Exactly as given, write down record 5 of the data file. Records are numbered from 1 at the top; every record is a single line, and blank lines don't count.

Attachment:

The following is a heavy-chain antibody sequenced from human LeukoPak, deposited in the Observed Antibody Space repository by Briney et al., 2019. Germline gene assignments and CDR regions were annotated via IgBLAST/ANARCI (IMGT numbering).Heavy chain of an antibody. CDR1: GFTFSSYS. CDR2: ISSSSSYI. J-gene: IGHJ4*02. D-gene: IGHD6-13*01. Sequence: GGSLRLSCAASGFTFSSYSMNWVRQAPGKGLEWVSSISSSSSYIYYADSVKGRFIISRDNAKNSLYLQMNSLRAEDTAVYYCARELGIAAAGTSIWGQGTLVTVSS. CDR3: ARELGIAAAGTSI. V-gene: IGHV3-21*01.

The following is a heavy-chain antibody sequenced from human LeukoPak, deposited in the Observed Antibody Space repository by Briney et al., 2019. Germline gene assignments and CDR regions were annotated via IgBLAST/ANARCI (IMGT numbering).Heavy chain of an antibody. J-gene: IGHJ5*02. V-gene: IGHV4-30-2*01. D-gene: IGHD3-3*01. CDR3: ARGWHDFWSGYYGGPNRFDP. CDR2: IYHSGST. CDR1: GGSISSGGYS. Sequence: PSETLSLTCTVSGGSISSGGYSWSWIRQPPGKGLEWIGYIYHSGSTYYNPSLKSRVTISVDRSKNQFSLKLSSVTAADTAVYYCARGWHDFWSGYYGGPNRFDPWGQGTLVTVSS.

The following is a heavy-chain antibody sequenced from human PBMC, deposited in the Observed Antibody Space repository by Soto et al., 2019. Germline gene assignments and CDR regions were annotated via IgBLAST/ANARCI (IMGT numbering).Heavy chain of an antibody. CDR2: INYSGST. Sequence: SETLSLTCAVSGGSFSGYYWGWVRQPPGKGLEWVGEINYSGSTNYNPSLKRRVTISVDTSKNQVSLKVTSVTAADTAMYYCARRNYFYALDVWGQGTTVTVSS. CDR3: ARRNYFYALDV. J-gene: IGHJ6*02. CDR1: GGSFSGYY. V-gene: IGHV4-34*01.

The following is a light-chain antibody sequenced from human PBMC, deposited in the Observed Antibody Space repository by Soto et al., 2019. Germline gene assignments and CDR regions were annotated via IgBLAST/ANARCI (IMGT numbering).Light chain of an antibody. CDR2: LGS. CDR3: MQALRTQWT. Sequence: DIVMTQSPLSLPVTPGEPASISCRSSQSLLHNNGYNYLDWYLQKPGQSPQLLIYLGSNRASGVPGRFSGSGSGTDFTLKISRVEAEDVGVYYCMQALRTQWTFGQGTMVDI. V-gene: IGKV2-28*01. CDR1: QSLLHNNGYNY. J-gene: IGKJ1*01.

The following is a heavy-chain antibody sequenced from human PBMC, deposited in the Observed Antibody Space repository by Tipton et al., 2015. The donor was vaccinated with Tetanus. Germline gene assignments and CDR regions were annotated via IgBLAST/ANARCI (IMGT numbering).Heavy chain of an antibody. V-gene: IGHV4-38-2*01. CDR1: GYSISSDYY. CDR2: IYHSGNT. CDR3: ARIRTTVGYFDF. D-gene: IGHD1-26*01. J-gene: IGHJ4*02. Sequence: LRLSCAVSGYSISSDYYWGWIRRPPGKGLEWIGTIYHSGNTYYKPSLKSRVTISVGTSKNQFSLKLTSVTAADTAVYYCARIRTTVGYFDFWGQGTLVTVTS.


The following is a heavy-chain antibody sequenced from human PBMC, deposited in the Observed Antibody Space repository by Tipton et al., 2015. The donor was vaccinated with Tetanus. Germline gene assignments and CDR regions were annotated via IgBLAST/ANARCI (IMGT numbering).Heavy chain of an antibody. V-gene: IGHV4-38-2*01. CDR1: GYSISSDYY. CDR2: IYHSGNT. CDR3: ARIRTTVGYFDF. D-gene: IGHD1-26*01. J-gene: IGHJ4*02. Sequence: LRLSCAVSGYSISSDYYWGWIRRPPGKGLEWIGTIYHSGNTYYKPSLKSRVTISVGTSKNQFSLKLTSVTAADTAVYYCARIRTTVGYFDFWGQGTLVTVTS.